Study the New Breaks for Student Loans

The tax law provides a limited deduction for interest paid on student loans. But some borrowers may get special treatment this year.

The Coronavirus Aid, Relief and Economic Security (CARES) Act grants more leeway to certain taxpayers. They don’t even have to make any payments on qualified student loans until October 1, 2020.

Generally, the CARES Act provisions for student loans apply to direct loans and Federal the U.S Department of Education (ED).

The annual deduction for student loan interest is limited to the first $2,500 of interest paid for qualified expenses. This includes tuition and fees; room and board; books, supplies and equipment; and other necessary expenses, such as transportation.

Certain requirements must be met. Notably, the deduction for student loan interest is phased out, based on income levels. But now the CARES Act provides the following benefits:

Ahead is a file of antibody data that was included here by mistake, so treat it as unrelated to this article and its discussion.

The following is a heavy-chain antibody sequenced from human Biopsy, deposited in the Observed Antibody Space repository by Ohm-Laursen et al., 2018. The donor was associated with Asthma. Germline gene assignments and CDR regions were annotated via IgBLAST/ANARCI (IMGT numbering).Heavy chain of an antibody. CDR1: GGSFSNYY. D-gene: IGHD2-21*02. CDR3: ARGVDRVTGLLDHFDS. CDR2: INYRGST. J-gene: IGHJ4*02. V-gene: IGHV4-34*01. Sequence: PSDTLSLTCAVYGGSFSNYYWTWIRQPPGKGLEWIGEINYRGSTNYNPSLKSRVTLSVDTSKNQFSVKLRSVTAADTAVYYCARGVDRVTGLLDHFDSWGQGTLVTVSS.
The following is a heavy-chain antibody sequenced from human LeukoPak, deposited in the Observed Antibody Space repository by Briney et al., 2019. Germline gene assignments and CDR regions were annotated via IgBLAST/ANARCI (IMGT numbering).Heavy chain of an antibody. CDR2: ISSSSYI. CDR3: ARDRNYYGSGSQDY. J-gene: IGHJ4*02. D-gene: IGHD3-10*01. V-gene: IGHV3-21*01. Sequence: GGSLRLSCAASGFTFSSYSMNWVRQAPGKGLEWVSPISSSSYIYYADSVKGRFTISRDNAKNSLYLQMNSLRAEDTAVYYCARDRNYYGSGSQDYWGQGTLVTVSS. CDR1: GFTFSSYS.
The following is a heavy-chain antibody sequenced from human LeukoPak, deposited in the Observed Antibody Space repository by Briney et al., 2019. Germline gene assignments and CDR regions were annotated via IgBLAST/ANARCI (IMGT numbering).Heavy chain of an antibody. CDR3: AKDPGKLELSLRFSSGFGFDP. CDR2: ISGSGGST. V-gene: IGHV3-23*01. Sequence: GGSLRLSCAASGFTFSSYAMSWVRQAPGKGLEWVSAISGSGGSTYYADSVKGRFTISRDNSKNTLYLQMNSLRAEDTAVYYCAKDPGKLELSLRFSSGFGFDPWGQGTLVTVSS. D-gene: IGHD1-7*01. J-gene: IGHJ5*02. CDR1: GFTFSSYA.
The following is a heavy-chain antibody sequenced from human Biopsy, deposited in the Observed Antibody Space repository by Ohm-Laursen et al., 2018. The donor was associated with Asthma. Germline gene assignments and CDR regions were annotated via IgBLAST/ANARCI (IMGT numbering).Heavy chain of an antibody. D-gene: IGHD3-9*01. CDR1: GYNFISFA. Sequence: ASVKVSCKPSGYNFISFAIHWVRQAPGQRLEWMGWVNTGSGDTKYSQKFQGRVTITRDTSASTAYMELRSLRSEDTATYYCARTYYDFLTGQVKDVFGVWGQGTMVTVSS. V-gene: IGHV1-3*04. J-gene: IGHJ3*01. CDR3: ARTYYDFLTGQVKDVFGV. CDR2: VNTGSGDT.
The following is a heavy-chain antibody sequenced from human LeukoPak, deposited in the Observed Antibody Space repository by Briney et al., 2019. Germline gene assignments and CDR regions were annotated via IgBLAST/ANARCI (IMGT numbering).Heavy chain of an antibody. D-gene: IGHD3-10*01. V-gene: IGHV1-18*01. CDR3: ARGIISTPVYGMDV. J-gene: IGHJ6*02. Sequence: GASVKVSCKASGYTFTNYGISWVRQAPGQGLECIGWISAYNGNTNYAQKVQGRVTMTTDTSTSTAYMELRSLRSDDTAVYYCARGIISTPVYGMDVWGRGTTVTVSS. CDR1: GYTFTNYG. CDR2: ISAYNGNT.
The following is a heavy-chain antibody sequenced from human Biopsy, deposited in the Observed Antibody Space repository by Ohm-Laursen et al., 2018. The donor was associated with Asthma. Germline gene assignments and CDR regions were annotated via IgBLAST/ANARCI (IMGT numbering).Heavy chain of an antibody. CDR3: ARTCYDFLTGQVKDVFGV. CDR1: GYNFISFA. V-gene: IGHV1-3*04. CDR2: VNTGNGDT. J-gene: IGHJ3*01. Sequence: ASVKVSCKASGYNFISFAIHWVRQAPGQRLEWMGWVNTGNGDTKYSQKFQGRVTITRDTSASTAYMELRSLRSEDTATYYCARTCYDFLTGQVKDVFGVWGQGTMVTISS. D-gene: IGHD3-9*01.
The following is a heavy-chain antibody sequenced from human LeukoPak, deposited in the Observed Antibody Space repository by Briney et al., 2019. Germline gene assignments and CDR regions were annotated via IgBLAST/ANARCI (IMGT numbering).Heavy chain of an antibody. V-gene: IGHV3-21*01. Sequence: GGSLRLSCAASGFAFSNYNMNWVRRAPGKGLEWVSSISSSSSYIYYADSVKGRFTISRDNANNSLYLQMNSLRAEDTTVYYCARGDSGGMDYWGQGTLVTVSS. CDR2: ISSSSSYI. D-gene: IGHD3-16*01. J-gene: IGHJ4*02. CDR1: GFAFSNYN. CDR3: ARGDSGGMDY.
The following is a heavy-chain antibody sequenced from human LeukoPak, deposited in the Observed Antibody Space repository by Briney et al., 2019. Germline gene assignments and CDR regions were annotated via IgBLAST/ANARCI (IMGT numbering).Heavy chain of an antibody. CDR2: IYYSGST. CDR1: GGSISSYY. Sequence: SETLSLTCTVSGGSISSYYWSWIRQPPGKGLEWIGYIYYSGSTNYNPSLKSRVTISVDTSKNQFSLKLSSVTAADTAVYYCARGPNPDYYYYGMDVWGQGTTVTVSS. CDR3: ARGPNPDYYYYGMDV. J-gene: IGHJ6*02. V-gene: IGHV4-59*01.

• Payments on non-defaulted direct loans and FFEL loans currently owned by the ED are suspended from March 13, 2020 through September 30, 2020.
  • There is no interest accrual while the loan payments are suspended.
  • For credit reporting purposes, any payment that has been suspended under the new law is treated as if the borrower had made a regularly scheduled payment.
  • Involuntary collection of defaulted direct loans and FFEL loans is suspended until September 30, 2020.
  • If a borrower is forced to withdraw from school due to the COVID-19 pandemic, the Secretary of Education must cancel the direct loan associated with the payment period.

Finally, the CARES Act also includes a new variation of a popular employee fringe benefit. With a regular “educational assistance plan” (EAP), the first $5,250 of benefits paid to an employee is exempt from tax. The new law extends this EAP rule to payments on student loans through the end of 2020.

Small Business Tax Strategies

July 2020